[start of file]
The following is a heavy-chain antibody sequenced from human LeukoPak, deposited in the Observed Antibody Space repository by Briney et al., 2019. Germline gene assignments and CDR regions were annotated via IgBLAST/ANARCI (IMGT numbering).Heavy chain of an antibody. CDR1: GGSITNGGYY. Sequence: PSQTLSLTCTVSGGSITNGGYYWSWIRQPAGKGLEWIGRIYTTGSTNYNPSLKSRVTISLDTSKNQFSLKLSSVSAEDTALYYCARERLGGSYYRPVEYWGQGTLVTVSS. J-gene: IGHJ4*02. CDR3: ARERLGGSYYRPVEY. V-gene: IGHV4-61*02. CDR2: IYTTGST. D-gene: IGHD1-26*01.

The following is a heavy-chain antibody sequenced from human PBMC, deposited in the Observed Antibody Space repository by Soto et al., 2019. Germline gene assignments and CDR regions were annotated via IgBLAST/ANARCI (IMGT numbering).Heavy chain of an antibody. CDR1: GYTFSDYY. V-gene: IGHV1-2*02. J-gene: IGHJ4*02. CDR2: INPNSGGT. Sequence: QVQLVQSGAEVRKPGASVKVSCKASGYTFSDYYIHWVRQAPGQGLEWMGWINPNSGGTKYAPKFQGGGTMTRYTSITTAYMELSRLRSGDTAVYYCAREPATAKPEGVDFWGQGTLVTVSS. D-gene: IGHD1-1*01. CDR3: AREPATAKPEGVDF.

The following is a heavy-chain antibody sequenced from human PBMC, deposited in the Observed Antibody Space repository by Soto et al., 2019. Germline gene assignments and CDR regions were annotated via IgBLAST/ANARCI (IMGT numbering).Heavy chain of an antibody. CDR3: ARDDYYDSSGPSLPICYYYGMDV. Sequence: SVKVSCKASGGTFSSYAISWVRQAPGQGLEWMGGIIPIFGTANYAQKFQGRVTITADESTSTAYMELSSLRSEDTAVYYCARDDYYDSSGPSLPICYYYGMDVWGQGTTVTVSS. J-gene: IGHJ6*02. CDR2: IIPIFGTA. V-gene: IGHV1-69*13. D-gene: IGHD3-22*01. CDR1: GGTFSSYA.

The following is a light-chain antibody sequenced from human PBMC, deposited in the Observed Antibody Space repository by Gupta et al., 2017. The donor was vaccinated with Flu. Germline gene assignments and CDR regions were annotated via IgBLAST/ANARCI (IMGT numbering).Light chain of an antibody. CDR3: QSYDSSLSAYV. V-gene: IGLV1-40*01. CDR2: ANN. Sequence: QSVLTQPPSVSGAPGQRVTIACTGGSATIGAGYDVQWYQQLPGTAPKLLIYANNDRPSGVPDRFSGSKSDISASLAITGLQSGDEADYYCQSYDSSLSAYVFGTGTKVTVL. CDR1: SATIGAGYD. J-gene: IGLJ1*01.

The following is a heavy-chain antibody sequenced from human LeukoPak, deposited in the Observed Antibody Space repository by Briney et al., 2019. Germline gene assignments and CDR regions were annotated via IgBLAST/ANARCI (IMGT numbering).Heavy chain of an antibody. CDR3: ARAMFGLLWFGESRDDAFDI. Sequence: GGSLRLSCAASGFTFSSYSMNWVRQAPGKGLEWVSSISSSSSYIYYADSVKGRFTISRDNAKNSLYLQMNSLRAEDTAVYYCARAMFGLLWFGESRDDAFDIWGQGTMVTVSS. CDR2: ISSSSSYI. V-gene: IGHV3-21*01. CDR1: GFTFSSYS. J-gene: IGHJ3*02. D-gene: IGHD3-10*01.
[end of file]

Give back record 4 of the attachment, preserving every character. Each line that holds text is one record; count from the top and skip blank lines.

The following is a light-chain antibody sequenced from human PBMC, deposited in the Observed Antibody Space repository by Gupta et al., 2017. The donor was vaccinated with Flu. Germline gene assignments and CDR regions were annotated via IgBLAST/ANARCI (IMGT numbering).Light chain of an antibody. CDR3: QSYDSSLSAYV. V-gene: IGLV1-40*01. CDR2: ANN. Sequence: QSVLTQPPSVSGAPGQRVTIACTGGSATIGAGYDVQWYQQLPGTAPKLLIYANNDRPSGVPDRFSGSKSDISASLAITGLQSGDEADYYCQSYDSSLSAYVFGTGTKVTVL. CDR1: SATIGAGYD. J-gene: IGLJ1*01.